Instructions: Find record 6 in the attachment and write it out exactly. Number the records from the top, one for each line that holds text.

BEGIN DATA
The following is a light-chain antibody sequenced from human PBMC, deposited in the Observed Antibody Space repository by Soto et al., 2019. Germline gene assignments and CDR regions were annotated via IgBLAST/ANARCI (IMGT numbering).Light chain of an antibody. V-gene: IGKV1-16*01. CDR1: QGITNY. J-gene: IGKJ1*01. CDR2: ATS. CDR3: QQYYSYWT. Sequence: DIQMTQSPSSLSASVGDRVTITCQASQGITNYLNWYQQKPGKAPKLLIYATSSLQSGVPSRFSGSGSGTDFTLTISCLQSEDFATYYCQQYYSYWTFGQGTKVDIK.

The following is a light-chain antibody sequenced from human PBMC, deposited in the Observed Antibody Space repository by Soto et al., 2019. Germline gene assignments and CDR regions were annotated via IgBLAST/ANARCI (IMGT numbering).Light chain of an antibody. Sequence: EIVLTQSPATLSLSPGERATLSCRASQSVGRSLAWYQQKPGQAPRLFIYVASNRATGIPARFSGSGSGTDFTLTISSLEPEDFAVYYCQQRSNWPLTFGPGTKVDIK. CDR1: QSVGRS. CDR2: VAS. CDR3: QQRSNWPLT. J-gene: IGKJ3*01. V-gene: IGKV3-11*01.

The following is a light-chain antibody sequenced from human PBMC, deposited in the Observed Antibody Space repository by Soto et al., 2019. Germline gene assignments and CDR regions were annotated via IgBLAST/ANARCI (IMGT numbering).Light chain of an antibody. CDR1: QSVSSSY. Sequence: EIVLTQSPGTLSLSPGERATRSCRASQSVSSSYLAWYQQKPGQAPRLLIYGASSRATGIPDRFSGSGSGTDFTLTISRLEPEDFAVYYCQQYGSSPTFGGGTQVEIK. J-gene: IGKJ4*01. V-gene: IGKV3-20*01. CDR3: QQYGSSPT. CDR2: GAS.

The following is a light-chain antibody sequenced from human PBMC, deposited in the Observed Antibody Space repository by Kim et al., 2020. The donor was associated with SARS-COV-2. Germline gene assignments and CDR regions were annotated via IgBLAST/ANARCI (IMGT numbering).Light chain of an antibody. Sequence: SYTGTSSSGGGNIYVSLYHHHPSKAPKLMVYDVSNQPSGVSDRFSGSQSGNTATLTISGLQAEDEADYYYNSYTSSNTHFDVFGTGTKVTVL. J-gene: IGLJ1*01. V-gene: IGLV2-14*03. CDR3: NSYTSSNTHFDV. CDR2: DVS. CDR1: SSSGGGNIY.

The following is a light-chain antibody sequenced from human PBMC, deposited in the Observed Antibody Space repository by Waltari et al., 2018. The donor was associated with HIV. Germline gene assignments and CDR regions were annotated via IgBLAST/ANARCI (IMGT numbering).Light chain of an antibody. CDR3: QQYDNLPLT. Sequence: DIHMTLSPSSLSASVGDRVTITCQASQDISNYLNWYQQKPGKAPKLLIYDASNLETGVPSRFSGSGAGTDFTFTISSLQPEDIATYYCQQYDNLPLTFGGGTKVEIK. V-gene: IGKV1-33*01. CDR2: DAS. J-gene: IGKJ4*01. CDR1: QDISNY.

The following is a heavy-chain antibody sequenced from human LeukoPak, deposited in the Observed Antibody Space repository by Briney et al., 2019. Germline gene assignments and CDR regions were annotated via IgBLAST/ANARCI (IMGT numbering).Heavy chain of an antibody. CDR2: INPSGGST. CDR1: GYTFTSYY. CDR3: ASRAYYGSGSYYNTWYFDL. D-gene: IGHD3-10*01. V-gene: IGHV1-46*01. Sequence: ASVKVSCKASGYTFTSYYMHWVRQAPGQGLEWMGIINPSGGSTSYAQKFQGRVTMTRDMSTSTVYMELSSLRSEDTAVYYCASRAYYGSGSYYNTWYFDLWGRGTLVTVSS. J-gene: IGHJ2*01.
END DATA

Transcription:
The following is a heavy-chain antibody sequenced from human LeukoPak, deposited in the Observed Antibody Space repository by Briney et al., 2019. Germline gene assignments and CDR regions were annotated via IgBLAST/ANARCI (IMGT numbering).Heavy chain of an antibody. CDR2: INPSGGST. CDR1: GYTFTSYY. CDR3: ASRAYYGSGSYYNTWYFDL. D-gene: IGHD3-10*01. V-gene: IGHV1-46*01. Sequence: ASVKVSCKASGYTFTSYYMHWVRQAPGQGLEWMGIINPSGGSTSYAQKFQGRVTMTRDMSTSTVYMELSSLRSEDTAVYYCASRAYYGSGSYYNTWYFDLWGRGTLVTVSS. J-gene: IGHJ2*01.